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Get a Grip on Your Green by Tracking Expenses by Sandra Beck, Motherhood Incorporated

 by Sandra Beck, Motherhood Incorporated

 

A good expense tracking system should be part of every mom’s repertoire, but this is even more important for a work-at-home mom.  Not only are you chief financial officer of your household, but you are also adding business expenses into the mix.  Here’s a quick look at a few methods to help you get a grasp on your green:money

 

Receipts

 

No matter what method you use to track your spending, receipts are a must to claim your business expenses as a tax deduction.  You can use your receipts to track your spending at the same time.  Keep all your receipts in one spot, and then set a date with yourself to review them at regular intervals.  Categorize each receipt based on the transaction type, and then enter the totals into a spreadsheet or financial planning software on your computer.

 

Calendar or Notebook

 

Write your expenses down on your calendar each day, or in a small notebook.  At the end of the month, tally everything up and categorize it as you see fit.  Record the results in a separate notebook or on your computer.  A computer will give you a leg up when you are ready to review your budget.  You can easily produce graphs and charts to compare your target budget with your actual spending.  Plus, there is less risk of losing your work when you back it up.

 

PDA

 

Most PDAs have an expense tracking program built-in.  If yours doesn’t, check the web for free software downloads.  Keep your PDA handy to easily record transactions throughout the day.  Assign your expenses a category and your monthly budget review will be a snap.  Don’t forget to backup often.

 

Check Register

 

If you use a check or debit card often, use your check register as an expense tracking tool.  Let your bank do some of the work for you.  You’re statements will make it easy to review your monthly spending.  Canceled checks will leave a nice paper trail, if you ever need one.  Be sure to record everything on the spot, especially debit card transactions.  These are more likely to get lost in the mix.  Balance your checkbook regularly, and you’ll be good to go.

 

Source:

 

(2009). What Tax Records to Keep.  Retrieved March, 10, 2009, from the Internal Revenue Service Website:  http://www.irs.gov/newsroom/article/0,,id=105111,00.html.

 

www.sandrabeck.com

www.motherhoodincorporated.com

 

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What’s Cooking? By Sandra Beck, Motherhood Incorporated

By Sandra Beck

 

 

It’s ironic. Cooking is meant to be the ultimate domestic goddess occupation. Why is it that the aftermath makes my kitchen look like a hovel?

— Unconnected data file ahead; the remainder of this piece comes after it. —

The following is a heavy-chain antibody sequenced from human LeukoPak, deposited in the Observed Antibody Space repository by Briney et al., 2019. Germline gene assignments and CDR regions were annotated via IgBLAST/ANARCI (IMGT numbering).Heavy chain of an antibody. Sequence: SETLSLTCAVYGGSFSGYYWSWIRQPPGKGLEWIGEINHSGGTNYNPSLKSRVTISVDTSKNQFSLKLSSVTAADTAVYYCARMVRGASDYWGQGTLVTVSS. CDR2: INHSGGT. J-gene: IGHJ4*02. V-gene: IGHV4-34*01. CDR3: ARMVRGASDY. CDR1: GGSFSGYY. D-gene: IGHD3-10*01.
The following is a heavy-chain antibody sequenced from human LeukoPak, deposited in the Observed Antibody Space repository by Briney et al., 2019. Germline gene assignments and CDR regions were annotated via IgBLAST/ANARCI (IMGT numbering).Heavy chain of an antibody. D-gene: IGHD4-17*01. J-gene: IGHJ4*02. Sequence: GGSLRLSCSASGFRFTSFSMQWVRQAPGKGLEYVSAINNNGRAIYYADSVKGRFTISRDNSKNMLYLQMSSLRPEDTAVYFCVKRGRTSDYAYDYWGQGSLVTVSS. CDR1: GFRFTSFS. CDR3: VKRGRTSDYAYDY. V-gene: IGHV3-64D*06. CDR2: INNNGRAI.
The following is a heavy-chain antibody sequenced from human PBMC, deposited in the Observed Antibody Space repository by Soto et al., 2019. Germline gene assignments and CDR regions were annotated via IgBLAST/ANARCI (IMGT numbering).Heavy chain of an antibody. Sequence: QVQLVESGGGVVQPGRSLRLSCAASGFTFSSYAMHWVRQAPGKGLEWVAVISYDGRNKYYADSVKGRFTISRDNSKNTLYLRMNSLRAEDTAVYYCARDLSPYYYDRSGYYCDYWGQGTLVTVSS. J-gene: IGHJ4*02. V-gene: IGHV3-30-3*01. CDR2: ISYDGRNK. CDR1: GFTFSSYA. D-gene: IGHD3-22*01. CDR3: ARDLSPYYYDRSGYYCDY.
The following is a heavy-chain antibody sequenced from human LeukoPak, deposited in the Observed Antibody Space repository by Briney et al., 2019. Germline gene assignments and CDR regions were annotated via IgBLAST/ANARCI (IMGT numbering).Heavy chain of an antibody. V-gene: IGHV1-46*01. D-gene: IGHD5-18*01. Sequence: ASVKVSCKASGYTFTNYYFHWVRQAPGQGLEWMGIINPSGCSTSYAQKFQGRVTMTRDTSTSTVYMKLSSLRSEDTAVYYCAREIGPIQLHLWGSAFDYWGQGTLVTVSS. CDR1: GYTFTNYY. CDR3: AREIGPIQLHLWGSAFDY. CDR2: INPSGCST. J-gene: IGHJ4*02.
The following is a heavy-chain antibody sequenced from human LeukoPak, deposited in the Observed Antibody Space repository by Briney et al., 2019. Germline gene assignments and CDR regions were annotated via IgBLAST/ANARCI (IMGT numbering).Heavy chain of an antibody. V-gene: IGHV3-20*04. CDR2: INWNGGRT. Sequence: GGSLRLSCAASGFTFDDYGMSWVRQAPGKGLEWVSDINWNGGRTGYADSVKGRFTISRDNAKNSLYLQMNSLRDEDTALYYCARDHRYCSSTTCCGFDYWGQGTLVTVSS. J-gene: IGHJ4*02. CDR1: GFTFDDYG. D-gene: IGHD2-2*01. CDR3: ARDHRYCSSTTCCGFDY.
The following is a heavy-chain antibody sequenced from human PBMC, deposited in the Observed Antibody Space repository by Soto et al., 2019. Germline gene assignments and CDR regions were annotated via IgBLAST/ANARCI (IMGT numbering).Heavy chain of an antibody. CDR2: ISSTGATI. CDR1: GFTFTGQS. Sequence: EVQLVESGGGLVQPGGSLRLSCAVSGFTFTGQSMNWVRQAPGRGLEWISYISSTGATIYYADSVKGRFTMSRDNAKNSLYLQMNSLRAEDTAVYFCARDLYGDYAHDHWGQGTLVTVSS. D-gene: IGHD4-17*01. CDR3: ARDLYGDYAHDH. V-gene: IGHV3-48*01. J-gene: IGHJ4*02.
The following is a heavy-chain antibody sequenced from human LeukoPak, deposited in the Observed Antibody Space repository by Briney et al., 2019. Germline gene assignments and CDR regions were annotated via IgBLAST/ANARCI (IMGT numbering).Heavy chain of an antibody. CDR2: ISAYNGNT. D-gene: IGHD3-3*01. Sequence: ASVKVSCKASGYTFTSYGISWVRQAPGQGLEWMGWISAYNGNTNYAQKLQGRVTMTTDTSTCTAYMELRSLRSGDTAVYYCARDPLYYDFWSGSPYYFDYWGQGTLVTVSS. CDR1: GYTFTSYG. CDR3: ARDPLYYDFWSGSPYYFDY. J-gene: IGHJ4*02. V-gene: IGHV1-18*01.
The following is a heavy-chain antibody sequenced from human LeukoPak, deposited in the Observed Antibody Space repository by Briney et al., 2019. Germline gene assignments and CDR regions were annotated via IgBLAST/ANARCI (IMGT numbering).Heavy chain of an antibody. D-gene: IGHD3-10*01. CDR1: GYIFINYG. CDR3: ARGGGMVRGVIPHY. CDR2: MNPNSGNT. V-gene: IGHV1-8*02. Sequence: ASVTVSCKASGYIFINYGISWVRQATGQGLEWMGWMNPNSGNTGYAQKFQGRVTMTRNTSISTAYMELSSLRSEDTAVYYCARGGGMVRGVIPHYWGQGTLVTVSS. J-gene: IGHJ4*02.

I’d lovingly plan, chop, sauté, and present the food attractively. The kids would push it around their plate. “It’s a bit spicy for me” my som would comment “and today I don’t like peppers. Can I have just bread instead?”. My effort would have earned me the sound of ‘scrape scrape scrape’ into the bin, and a kitchen full of dirty pans and chopping boards at the point of the day when I just needed to lie down.apples

 

Then I found it. The cheapest, scruffiest part of my kitchen armory, costing less that a decent saucepan. I love it so much I’d kiss it, if it wasn’t generally full of scalding hot stew. It’s my little secret shortcut – the ‘wife’ I’d love to have. “Come by for dinner tonight” I can now boldly say. These days, I’m not inviting people to watch me sweat in the kitchen, keeping toddlers away from the hot oven by pushing them back with my feet. It’s the working mother’s best friend – the slow cooker!

 

I’ve learned to plan my meals in advance. It saves money and it helps me eat healthier. Most of all it means I can cook on auto-pilot without using any of my scarce spare brain capacity. When I’m up in the morning, I know what’s meant to be for dinner. I can start the ‘Slocker’ (as we affectionately call it) straight away. I’ll put some chopped onions and celery in there with a teaspoon of oil, and leave it on ‘High’ for forty minutes while I go upstairs to dress the kids. I’ll come back, chuck in some tins of tomatoes, tins of beans and a few flavorings. I turn the dial down to Low, and leave it for the whole day. I arrive back home ten hours later to the homely smell of fresh three bean chilli. Pure comfort food.

 

It does take a bit of trial-and-error, it’s true. I wish my model had a timer, because sometimes the food can taste a bit ‘stewed’. In particular, meat needs to be sealed in a frying pan first. However, I’ve discovered something about my kids’ tastes. They just LOVE bland and mushy.

 

www.sandrabeck.com

www.motherhoodincorporated.com